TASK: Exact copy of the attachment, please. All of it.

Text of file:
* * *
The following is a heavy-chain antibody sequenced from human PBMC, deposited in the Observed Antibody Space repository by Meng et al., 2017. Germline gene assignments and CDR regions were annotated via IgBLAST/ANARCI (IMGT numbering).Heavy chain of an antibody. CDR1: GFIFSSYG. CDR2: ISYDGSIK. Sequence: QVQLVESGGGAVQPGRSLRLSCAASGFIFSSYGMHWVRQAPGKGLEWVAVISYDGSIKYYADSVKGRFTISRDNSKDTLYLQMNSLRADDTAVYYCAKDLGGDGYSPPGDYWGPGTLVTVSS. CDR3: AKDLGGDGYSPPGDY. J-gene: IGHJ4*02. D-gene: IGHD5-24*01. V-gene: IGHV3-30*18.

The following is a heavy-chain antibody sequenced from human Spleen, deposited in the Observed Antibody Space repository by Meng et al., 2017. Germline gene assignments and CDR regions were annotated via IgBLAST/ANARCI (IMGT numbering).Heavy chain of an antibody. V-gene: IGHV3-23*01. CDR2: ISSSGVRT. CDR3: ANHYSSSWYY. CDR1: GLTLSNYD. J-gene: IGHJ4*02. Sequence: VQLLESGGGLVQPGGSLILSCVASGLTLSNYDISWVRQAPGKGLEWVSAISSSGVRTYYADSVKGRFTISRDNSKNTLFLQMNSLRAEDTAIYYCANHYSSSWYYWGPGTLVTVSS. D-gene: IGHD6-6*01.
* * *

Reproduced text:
The following is a heavy-chain antibody sequenced from human PBMC, deposited in the Observed Antibody Space repository by Meng et al., 2017. Germline gene assignments and CDR regions were annotated via IgBLAST/ANARCI (IMGT numbering).Heavy chain of an antibody. CDR1: GFIFSSYG. CDR2: ISYDGSIK. Sequence: QVQLVESGGGAVQPGRSLRLSCAASGFIFSSYGMHWVRQAPGKGLEWVAVISYDGSIKYYADSVKGRFTISRDNSKDTLYLQMNSLRADDTAVYYCAKDLGGDGYSPPGDYWGPGTLVTVSS. CDR3: AKDLGGDGYSPPGDY. J-gene: IGHJ4*02. D-gene: IGHD5-24*01. V-gene: IGHV3-30*18.

The following is a heavy-chain antibody sequenced from human Spleen, deposited in the Observed Antibody Space repository by Meng et al., 2017. Germline gene assignments and CDR regions were annotated via IgBLAST/ANARCI (IMGT numbering).Heavy chain of an antibody. V-gene: IGHV3-23*01. CDR2: ISSSGVRT. CDR3: ANHYSSSWYY. CDR1: GLTLSNYD. J-gene: IGHJ4*02. Sequence: VQLLESGGGLVQPGGSLILSCVASGLTLSNYDISWVRQAPGKGLEWVSAISSSGVRTYYADSVKGRFTISRDNSKNTLFLQMNSLRAEDTAIYYCANHYSSSWYYWGPGTLVTVSS. D-gene: IGHD6-6*01.